Scientists discover lithium replacement that may revolutionize EV batteries: ‘99.7% efficient after over 400 hours of use’

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JULY 25, 2023

Shellfish Batteries

Maryland is already famous for its crabs — but researchers at the University of Maryland are looking to give that distinction an entirely different meaning.

A team of scientists at the school’s Center for Materials Innovation found that crustaceans like crabs and lobsters contain a chemical in their shells called chitin, which can be used to power batteries when combined with zinc.

Crustacean shells packed with this chemical are typically thrown out en masse by restaurants that have no other use for them. But researchers believe this waste could serve as a powerful resource in the search for more sustainable batteries.

Lithium-ion batteries, the common kind found in most of our cellphones and laptops, can take hundreds of thousands of years to break down after they’re used up — not to mention the devastating environmental impact lithium extraction has on our planet.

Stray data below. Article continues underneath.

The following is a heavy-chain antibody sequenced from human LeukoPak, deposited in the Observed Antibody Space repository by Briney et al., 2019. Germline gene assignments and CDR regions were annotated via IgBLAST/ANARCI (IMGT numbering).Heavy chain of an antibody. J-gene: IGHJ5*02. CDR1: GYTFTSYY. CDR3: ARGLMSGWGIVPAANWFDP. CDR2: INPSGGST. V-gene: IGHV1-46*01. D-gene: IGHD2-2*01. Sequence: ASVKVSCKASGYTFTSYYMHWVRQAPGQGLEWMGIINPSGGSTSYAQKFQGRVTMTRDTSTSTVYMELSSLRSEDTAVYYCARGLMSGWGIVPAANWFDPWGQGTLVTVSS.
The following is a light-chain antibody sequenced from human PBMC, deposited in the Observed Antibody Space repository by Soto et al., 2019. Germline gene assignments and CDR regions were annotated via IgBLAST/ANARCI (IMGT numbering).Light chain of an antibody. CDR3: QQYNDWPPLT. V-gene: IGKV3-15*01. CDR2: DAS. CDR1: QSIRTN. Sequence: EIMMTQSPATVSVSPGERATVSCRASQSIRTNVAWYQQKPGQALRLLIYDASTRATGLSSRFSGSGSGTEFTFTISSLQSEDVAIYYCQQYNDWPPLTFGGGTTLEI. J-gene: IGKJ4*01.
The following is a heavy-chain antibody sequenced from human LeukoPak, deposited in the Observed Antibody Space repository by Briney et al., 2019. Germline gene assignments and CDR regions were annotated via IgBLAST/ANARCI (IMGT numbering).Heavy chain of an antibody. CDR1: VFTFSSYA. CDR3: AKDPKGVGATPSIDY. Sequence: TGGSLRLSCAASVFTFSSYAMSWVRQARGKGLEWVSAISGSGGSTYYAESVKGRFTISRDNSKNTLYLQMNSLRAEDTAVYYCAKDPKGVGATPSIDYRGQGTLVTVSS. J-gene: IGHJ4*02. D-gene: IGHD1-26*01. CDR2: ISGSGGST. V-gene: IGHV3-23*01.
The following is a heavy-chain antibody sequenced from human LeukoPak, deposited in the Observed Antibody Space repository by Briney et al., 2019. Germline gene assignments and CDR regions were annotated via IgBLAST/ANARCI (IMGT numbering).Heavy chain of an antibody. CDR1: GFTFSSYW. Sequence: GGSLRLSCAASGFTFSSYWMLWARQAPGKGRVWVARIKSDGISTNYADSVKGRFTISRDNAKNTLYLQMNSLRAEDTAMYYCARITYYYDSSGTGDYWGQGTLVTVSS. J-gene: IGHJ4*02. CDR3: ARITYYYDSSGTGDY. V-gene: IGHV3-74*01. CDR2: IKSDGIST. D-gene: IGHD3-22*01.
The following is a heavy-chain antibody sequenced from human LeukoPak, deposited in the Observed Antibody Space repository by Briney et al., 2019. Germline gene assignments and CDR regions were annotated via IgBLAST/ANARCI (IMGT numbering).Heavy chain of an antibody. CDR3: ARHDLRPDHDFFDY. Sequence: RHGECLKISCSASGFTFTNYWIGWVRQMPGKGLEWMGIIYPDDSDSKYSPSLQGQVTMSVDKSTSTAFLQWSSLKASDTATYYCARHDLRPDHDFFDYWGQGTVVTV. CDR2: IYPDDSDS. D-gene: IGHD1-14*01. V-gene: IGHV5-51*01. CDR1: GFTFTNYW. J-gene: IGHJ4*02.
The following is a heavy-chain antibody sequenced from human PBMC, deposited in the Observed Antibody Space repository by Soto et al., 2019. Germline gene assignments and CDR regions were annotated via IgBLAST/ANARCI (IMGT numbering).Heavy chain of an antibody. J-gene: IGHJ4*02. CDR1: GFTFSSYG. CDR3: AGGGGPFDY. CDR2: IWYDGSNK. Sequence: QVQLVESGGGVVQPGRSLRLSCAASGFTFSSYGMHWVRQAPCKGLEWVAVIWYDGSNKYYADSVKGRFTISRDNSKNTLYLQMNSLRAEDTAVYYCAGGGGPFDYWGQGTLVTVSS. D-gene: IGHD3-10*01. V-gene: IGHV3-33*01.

But these shellfish batteries are biodegradable and can decompose in soil after just five months, leaving behind zinc, which can be recycled.

The University of Maryland’s study also found that chitin-zinc batteries were 99.7% efficient after over 400 hours of use, as reported by The Guardian, and that these batteries could likely be produced cheaply at scale.

As the world transitions away from dirty energy sources, like methane gas and coal, it’ll need tons of cheap and environmentally friendly batteries. Crustaceans could provide a solution, especially in hopes of lessening our reliance on lithium-ion batteries.

Speaking with The Guardian, Graham Newton, a professor of materials chemistry at the University of Nottingham who studies sustainable battery technology, was cautiously optimistic about the discovery.

“When you develop new materials for battery technologies there tends to be a significant gap between promising lab results and a demonstrable and scalable technology,” Newton, who is not affiliated with the Maryland study, told the outlet.


Courtesy/Source: The Cool Down